Is it legal for a landlord to keep first months rent without the tenant signing any lease or legal document?

UPDATED: Aug 3, 2011

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Is it legal for a landlord to keep first months rent without the tenant signing any lease or legal document?

I paid security for an apartment after being approved, and that was all that was required of me. About a month after I was planning to move in but still hadn’t moved from my previous state due to issues with my job, I paid first months rent because my landlord said that I had to to because he was losing out on money. Later on I had to withdraw my app, and he refused to give me back the 1st months rent because he was “broke” and I had to wait until he had the money. I never signed a lease or agreed to month-month rent verbally. It has now been 6 months. Is it legal for him to keep 1st month?

Asked on August 3, 2011 Pennsylvania


SJZ, Member, New York Bar / FreeAdvice Contributing Attorney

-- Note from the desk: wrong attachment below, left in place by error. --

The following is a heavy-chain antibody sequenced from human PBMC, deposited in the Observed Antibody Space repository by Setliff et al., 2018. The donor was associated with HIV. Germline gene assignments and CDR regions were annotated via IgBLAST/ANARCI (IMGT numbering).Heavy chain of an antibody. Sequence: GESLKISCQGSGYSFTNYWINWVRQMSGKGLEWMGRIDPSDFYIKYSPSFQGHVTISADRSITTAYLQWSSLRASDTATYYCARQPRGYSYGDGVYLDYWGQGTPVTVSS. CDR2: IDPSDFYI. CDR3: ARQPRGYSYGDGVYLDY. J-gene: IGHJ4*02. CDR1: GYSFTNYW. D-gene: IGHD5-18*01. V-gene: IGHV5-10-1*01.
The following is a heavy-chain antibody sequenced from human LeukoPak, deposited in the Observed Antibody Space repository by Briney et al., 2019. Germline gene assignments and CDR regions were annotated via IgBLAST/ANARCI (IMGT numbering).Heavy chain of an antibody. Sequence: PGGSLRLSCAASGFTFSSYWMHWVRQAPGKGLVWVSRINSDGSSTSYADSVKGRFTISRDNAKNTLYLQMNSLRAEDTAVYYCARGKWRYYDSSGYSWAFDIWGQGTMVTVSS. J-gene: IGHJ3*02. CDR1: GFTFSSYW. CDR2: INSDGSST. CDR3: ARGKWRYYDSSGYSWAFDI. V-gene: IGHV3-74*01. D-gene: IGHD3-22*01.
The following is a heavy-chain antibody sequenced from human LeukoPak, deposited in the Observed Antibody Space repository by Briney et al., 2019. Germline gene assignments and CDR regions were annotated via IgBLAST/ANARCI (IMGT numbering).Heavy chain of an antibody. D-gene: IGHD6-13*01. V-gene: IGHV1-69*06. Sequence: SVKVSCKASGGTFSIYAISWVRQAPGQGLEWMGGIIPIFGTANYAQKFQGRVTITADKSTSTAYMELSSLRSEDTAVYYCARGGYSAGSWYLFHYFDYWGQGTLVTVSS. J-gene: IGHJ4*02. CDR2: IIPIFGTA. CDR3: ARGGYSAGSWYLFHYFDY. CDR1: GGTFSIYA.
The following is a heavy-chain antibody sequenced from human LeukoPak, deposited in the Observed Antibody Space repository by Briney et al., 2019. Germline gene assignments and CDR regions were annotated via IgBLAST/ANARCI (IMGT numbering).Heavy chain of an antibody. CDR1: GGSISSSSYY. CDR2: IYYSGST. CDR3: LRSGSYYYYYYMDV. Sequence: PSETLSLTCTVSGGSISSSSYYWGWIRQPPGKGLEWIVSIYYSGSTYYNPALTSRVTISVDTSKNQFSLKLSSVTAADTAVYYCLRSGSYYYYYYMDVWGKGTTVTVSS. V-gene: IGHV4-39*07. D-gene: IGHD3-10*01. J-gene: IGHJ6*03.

Answered 11 years ago | Contributor

The issue will be whether or not, on the basis of your behavior, a court could find that you did in fact agree to a month-to-month rental. Contracts can be formed on the basis of behavior by a party, which can be considered to show acceptance of them; it is not alway necessary for an explicit oral or written agreement. It may well be that act of paying the first month's rent will be taken as agreement to rent the premises--after all, no one pays rent unless they are renting space--and therefore, even without your explicit oral or written agreement, a month-to-month lease was formed. In that instance, the landlord could certainly keep the first month's rent. The fact that you did not move in is irrelevant; it is agreement to lease or rent a premises, not physically moving in, that creates a lease and the landlord-tenant relationship.

IMPORTANT NOTICE: The Answer(s) provided above are for general information only. The attorney providing the answer was not serving as the attorney for the person submitting the question or in any attorney-client relationship with such person. Laws may vary from state to state, and sometimes change. Tiny variations in the facts, or a fact not set forth in a question, often can change a legal outcome or an attorney's conclusion. Although has verified the attorney was admitted to practice law in at least one jurisdiction, he or she may not be authorized to practice law in the jurisdiction referred to in the question, nor is he or she necessarily experienced in the area of the law involved. Unlike the information in the Answer(s) above, upon which you should NOT rely, for personal advice you can rely upon we suggest you retain an attorney to represent you.

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